Oct 30, 2012Sadly, the PC version is a buggy, lazy port of the console version. Frequent hang-ups, system-freezing crashes, and lag that comes and goes based on its own mysterious whims. A glaring omission from the game is a mini-game to teach you the notes on the fretboard which would go a HUGE way towards really cracking the basics of understanding music theory.
Another complaint is that the noteSadly, the PC version is a buggy, lazy port of the console version. Frequent hang-ups, system-freezing crashes, and lag that comes and goes based on its own mysterious whims. A glaring omission from the game is a mini-game to teach you the notes on the fretboard which would go a HUGE way towards really cracking the basics of understanding music theory.
Another complaint is that the note recognition software seems far too generous as I have occasionally bashed out idiot-chords that consisted of frantic fingers pressing the wrong strings in the wrong places and still been green-lit by the game in mid-song.
The developers have included several songs that barely feature the guitar (which is baffling) and a few songs that have odd, awkward melodies that are simply no fun to try and noodle out on the fly as colored blocks are vomited at the screen.
It's not all complaints. If you can look past the awkward UI, the game itself is mostly fun and will teach you a few useful guitar techniques as well as guide you towards learning whichever library songs catch your interest. I'd be far quicker to recommend this if not for the persistent glitches.… Expand
Jun 29, 2013This is a review 'from the bottom of my heart' so to speak, I am really passionate on the subject and have strong feelings about how this product turned out to me. If you don't want to sit and read it, you don't have to, but if you do, awesome.
I purchased this for £7.49, which is a bargain considering that it's normally around £30, but the catch is that it tells the purchaser thatThis is a review 'from the bottom of my heart' so to speak, I am really passionate on the subject and have strong feelings about how this product turned out to me. If you don't want to sit and read it, you don't have to, but if you do, awesome.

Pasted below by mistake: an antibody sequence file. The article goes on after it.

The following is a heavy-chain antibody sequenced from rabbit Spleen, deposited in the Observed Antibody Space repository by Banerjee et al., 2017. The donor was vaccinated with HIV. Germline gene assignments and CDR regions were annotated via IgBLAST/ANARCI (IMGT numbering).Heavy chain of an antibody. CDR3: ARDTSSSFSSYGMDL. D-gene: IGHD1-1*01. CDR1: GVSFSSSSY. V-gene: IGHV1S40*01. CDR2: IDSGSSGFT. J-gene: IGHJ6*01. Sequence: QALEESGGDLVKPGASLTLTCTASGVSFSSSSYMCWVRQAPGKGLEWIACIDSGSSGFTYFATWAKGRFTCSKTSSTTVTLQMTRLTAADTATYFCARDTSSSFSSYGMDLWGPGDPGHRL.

I purchased this for £7.49, which is a bargain considering that it's normally around £30, but the catch is that it tells the purchaser that they have to buy a 'Real Tone Cable' to be able to play it, basically a USB to 1/4 inch adaptor cable with a small gizmo half way down that 'removes interference', for at least £20 extra from the local video game retailer or online business. I usually play my guitars plugged into my computer via my line in slot, hooked up to guitar rig, and the sound that comes out of there is crisp and proper, little to no interference to be found. All that cost me a tenner, so having to order a 'special' cable for it is outrageous. That being said, I did manage to find a crack that allows me to play using the line in slot just as well as the official cable, but at the same time sacrificing the use of any of the song DLCs, which if fine because nobody on earth wants to buy Maroon 5 songs.
I've only been playing guitar, mainly Bass, for 11 months at the time of me writing this, but I feel I can hold my own with the instrument, so I thought I could just dive in and start playing. I couldn't've been more wrong. This game insists that you should start all over again from a total beginner. If it had been any more of the mollycoddling part-time guitar teacher, part-time plumber your school hired in year 2, I feel it would've made me sit on its lap, pluck the strings with me and told me that 'Every Alsatian Dog Grows Big Ears' is a good mnemonic for remembering the string names. It's not that I don't think that should've been in the game, it's that there's literally no way to skip it, and it isn't even done very well. I was getting bored out of my mind at the 'soundcheck' stage, and spent 15 minutes hastily plucking my E-string because it requested that I 'make some noise' and going into an infinite troubleshooting loop for no reason, only to find out I had to then pluck the A-string which it never told me to do.